Since the Edward Snowden revelations about the NSA, GCHQ and international data gathering and sharing came out in 2013, the world has been trying to figure out the right balance between privacy and security. To that end, the European Commission has been in talks with U.S. representatives to renegotiate “safe harbour,” laws put in place in 2000, which allowed much more liberal sharing of data. According to a new document leak, they’re now close to reaching an agreement.
The difficulty in these discussions comes from the fact that many companies and organisations currently take advantage of the safe-harbour rules. However, the Commission was keen to see the U.S. provide assurances that it would only gather data on European citizens it was deemed appropriate and necessary.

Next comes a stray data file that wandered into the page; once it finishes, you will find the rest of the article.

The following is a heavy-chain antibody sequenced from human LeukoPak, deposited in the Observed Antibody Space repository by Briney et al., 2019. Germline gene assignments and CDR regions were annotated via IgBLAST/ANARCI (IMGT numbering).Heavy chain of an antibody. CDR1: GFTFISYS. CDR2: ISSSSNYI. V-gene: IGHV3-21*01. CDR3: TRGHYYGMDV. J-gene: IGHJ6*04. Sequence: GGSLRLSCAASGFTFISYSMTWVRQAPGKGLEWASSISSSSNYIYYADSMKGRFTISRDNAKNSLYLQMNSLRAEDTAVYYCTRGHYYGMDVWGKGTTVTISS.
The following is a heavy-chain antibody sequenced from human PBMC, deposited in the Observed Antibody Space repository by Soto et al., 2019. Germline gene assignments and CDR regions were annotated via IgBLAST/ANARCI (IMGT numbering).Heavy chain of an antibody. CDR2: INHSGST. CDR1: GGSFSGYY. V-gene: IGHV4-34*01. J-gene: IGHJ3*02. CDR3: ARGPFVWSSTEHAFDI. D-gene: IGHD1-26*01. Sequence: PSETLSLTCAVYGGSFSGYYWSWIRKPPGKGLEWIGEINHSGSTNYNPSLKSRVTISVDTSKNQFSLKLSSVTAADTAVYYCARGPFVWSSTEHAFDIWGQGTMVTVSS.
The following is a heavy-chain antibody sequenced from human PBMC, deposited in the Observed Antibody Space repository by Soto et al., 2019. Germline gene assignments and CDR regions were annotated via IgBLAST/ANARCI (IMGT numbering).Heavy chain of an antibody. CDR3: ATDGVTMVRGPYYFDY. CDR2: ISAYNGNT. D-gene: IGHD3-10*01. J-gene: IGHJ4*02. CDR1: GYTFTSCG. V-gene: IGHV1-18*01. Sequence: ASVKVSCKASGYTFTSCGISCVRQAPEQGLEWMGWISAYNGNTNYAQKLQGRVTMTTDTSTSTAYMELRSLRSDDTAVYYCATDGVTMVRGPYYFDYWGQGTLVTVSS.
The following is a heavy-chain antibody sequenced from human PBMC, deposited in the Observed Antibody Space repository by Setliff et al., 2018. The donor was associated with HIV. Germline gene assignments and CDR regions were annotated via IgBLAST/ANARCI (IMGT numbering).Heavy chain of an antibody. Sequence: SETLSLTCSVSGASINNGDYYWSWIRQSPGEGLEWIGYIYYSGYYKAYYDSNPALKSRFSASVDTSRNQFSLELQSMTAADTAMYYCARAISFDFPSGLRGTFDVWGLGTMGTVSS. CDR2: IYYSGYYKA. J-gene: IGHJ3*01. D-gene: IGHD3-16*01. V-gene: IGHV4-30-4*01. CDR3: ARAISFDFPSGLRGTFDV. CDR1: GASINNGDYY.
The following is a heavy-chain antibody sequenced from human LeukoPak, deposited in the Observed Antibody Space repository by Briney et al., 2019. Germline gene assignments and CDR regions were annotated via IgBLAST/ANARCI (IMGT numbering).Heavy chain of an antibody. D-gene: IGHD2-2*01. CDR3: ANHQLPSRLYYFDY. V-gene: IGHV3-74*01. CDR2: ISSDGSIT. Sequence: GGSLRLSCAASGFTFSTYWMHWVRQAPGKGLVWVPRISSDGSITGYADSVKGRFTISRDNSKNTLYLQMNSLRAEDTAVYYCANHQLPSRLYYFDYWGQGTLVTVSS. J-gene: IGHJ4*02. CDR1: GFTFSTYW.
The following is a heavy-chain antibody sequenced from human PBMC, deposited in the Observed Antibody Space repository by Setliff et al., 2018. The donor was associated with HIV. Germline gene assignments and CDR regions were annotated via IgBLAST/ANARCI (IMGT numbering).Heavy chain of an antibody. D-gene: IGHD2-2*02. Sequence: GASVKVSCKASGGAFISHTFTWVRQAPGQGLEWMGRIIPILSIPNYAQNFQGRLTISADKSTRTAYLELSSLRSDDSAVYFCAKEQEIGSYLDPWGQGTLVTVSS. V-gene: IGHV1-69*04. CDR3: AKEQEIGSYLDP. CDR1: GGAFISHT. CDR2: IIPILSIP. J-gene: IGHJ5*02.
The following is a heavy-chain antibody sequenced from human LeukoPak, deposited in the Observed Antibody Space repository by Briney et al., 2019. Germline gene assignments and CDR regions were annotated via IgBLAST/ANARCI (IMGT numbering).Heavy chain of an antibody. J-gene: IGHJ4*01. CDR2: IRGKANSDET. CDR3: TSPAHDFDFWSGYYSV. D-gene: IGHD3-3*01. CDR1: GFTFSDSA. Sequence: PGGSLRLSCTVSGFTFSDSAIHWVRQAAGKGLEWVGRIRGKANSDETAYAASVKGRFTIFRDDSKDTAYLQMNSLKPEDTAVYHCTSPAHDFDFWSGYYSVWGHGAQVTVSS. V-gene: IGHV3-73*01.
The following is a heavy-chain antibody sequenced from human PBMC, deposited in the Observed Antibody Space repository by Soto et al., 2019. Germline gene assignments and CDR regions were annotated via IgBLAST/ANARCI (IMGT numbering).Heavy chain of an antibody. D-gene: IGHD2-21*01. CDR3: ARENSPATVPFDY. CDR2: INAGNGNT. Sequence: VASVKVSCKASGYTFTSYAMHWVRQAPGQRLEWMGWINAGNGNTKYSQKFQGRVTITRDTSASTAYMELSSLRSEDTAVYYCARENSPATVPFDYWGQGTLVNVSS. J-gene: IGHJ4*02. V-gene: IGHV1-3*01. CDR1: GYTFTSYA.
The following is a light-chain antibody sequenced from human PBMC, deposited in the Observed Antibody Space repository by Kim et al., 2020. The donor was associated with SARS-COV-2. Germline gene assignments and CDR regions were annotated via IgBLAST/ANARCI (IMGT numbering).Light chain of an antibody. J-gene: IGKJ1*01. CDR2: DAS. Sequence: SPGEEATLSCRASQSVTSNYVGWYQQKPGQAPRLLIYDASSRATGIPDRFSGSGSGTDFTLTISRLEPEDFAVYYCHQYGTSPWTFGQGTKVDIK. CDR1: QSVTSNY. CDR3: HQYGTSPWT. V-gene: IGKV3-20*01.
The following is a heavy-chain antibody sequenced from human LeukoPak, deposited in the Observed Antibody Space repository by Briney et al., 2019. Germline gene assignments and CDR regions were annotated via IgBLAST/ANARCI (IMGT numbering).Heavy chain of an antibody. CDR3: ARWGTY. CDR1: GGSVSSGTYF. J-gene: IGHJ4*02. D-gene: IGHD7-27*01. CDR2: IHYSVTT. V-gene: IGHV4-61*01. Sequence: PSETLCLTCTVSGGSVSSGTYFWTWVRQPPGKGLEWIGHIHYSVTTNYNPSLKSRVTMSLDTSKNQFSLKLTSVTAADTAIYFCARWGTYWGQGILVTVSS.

According to the documents Reuters claims to have been privy to, the new deal being hashed out will make it so that U.S. companies have stricter rules on who they can send data too. This is to stop them circumventing data protection laws by sending data to a third party that isn’t governed by the regulations – though presumably those restrictions won’t have any effect on sending the information to government agencies.
While the details of the deal are yet to be announced, it’s thought likely that new provisions to aid protection of those living outside the U.S. will be implemented, as President Obama has previously made assurances that current laws in place to prevent too much data being gathered on United States citizens will be extended to foreigners too.
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KitGuru Says: I don’t have much hope with these being ironclad or preventing U.S. oversight, but if we can tighten protection standards a little more that wouldn’t hurt.